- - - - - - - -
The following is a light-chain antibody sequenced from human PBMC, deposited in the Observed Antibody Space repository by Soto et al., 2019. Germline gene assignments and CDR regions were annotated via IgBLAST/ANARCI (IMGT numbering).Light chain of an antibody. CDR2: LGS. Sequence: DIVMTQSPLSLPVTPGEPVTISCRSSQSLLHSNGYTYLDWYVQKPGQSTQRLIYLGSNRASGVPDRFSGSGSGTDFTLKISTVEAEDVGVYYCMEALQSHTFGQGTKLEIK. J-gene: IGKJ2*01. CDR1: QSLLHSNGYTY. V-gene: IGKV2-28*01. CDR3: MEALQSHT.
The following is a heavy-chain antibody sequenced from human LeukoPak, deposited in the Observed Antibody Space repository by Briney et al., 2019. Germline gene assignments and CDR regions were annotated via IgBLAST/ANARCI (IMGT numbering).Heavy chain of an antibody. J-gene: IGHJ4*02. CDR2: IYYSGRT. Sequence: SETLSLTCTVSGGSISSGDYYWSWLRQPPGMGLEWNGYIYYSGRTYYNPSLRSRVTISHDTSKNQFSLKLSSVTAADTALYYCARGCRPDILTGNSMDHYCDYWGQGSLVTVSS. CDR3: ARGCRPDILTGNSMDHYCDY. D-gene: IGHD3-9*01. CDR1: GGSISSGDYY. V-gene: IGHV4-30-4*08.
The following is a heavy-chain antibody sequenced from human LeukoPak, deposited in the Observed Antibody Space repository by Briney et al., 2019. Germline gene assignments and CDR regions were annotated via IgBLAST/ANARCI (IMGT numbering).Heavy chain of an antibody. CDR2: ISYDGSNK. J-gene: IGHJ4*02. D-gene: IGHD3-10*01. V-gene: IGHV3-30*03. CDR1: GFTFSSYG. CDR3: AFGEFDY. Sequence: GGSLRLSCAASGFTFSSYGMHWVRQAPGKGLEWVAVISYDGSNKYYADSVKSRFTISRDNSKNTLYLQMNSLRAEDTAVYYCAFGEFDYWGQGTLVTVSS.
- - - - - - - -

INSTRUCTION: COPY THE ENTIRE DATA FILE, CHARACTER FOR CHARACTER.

The following is a light-chain antibody sequenced from human PBMC, deposited in the Observed Antibody Space repository by Soto et al., 2019. Germline gene assignments and CDR regions were annotated via IgBLAST/ANARCI (IMGT numbering).Light chain of an antibody. CDR2: LGS. Sequence: DIVMTQSPLSLPVTPGEPVTISCRSSQSLLHSNGYTYLDWYVQKPGQSTQRLIYLGSNRASGVPDRFSGSGSGTDFTLKISTVEAEDVGVYYCMEALQSHTFGQGTKLEIK. J-gene: IGKJ2*01. CDR1: QSLLHSNGYTY. V-gene: IGKV2-28*01. CDR3: MEALQSHT.
The following is a heavy-chain antibody sequenced from human LeukoPak, deposited in the Observed Antibody Space repository by Briney et al., 2019. Germline gene assignments and CDR regions were annotated via IgBLAST/ANARCI (IMGT numbering).Heavy chain of an antibody. J-gene: IGHJ4*02. CDR2: IYYSGRT. Sequence: SETLSLTCTVSGGSISSGDYYWSWLRQPPGMGLEWNGYIYYSGRTYYNPSLRSRVTISHDTSKNQFSLKLSSVTAADTALYYCARGCRPDILTGNSMDHYCDYWGQGSLVTVSS. CDR3: ARGCRPDILTGNSMDHYCDY. D-gene: IGHD3-9*01. CDR1: GGSISSGDYY. V-gene: IGHV4-30-4*08.
The following is a heavy-chain antibody sequenced from human LeukoPak, deposited in the Observed Antibody Space repository by Briney et al., 2019. Germline gene assignments and CDR regions were annotated via IgBLAST/ANARCI (IMGT numbering).Heavy chain of an antibody. CDR2: ISYDGSNK. J-gene: IGHJ4*02. D-gene: IGHD3-10*01. V-gene: IGHV3-30*03. CDR1: GFTFSSYG. CDR3: AFGEFDY. Sequence: GGSLRLSCAASGFTFSSYGMHWVRQAPGKGLEWVAVISYDGSNKYYADSVKSRFTISRDNSKNTLYLQMNSLRAEDTAVYYCAFGEFDYWGQGTLVTVSS.